The criticism of dominant imagery continues throughout the video. Hollywood's narrative authority and that of the government film clips are subverted by electronic interventions which draw our attention to the limits of the image, to what has been left out. And much of the video questions the reliance of both history and memory upon the photographed image (as the signifier of history and the evoker of memory). The video seems to be headed towards reclaiming that which is not — will not be, cannot be — imaged (the "ever-absent image") as an equally valid signifier of history and memory, something to usurp the privileged primacy of the fetishized photograph. However, going against the tenor of her tape, Tajiri abruptly shifts to affirm "the desire to create an image where there are so few." She closes the video with her own image: the sequence reenacting her mother filling the canteen. The sequence is Tajiri's "own image" in both senses: an image she created and an image of herself (as her mother).

However, this visual moment is different from the sister's photograph. This is an image that acknowledges its own creation, its own limits. It's an image that has been brought about in the absence of others. And where her sister's photo was used to keep two people at a distance, Tajiri's reenactment is used to draw the artist and her mother together.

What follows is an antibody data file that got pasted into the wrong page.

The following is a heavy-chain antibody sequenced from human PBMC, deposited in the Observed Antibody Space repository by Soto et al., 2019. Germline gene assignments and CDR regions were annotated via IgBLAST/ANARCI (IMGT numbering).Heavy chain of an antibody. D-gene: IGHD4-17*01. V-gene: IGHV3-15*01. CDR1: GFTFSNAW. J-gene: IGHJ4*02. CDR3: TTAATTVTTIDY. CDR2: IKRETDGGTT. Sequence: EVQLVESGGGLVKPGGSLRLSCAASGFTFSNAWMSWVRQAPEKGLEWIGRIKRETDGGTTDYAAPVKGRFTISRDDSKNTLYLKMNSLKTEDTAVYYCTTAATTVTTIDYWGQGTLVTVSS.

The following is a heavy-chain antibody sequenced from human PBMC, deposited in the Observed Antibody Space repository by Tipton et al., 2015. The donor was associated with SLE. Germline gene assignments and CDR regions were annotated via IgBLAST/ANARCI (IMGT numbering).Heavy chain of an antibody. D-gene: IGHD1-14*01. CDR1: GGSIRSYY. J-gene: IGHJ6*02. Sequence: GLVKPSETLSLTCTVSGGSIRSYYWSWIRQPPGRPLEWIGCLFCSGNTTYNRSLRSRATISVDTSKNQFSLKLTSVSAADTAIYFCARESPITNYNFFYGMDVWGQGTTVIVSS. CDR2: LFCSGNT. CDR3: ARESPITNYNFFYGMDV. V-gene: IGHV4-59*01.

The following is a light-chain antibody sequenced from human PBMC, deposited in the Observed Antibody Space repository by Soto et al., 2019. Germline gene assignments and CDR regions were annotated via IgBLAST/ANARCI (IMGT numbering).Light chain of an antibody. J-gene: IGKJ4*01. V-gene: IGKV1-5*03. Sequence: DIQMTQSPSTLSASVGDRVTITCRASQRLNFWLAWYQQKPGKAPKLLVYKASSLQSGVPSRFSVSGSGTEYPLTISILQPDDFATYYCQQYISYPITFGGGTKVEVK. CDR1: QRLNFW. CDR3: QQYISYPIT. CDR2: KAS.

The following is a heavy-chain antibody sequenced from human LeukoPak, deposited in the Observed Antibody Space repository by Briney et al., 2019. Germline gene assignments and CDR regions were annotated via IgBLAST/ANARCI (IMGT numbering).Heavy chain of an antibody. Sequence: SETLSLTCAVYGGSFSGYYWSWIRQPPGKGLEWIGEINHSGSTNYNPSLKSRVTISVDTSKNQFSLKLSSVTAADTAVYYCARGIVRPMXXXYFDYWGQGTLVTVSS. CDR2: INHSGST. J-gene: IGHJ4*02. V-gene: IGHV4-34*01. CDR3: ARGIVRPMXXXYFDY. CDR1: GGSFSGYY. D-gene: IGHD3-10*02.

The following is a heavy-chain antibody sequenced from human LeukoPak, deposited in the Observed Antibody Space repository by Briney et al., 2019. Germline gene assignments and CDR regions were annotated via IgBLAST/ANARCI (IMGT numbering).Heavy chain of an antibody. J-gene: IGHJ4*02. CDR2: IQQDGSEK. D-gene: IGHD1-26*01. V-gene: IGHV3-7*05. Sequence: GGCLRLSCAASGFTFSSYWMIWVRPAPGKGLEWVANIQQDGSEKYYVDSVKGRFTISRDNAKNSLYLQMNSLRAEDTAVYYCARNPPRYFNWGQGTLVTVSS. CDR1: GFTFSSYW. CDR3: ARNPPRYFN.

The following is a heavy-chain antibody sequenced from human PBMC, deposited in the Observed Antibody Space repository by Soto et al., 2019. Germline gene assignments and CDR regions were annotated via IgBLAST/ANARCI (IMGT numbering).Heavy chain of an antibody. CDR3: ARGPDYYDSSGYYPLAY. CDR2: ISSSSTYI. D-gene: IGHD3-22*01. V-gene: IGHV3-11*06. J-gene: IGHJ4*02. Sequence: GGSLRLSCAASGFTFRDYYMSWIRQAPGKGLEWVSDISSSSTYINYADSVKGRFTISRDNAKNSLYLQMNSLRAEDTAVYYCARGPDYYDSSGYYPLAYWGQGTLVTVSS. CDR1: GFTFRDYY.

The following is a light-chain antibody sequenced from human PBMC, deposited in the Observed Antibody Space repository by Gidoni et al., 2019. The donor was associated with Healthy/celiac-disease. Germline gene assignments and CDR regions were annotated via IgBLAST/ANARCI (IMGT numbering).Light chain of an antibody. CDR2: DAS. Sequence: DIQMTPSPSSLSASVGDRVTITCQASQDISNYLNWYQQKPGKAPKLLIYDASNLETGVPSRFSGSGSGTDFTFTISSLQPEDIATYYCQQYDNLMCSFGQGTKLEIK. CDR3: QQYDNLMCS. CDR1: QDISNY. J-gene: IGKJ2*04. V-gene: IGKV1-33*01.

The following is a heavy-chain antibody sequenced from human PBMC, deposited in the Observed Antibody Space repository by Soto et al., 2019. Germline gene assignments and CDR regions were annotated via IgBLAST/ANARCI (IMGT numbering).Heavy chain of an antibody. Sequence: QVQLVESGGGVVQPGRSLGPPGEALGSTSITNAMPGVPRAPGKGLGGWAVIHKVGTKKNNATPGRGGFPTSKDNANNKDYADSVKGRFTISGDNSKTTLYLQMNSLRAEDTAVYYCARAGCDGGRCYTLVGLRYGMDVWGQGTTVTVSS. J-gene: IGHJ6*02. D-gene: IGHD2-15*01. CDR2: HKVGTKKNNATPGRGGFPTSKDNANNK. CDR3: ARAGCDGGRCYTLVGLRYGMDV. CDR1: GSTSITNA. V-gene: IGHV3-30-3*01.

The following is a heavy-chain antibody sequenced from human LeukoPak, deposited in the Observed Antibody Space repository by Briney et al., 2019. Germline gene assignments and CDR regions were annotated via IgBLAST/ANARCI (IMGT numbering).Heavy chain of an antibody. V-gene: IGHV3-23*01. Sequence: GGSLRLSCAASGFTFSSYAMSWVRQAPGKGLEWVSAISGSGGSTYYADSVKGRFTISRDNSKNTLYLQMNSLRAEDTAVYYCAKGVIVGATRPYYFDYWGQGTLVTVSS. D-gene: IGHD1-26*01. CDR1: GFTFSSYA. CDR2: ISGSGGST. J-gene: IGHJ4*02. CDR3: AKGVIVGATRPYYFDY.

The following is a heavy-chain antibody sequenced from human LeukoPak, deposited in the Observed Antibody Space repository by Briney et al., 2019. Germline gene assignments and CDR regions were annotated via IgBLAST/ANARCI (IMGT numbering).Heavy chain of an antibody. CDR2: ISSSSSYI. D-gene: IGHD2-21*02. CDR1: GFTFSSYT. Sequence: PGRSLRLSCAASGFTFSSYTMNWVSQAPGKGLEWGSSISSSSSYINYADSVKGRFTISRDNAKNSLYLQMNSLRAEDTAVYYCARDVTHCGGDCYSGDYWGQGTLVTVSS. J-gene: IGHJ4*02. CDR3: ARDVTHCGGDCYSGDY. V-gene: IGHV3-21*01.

This image acknowledges that it can't resolve the internment experience or contain the family's history, but — and here's the irony — Tajiri still wants it to. She still upholds the power of the image to validate history and memory, to validate the ontological link between the signifier and the referent it supposedly signifies (however removed the referent — in this case, the internment — might be). The tape's image-affirming conclusion is a perplexing one because the rest of the video so ingeniously uncouples this magic link between an image and its referent.

This isn't to say that Tajiri's conclusion lacks power. On the contrary, the reenactment is contextualized as a moment of healing between daughter and mother, between an individual and her family; it packs a strong emotional punch. Indeed, it could be argued that any refusal to affirm the image would surrender all pictorial power to the dominant institutions that have marginalized Japanese Americans and their history. Through her own appropriation of dominant media, Tajiri has defiantly refused such passive acquiescence. Still, despite the emotions one feels as the video fades out, one is left to wonder (with no less a sense of fetishistic yearning) what HISTORY AND MEMORY might have been if it had followed its original course and sought to reclaim the signifying power of the invisible.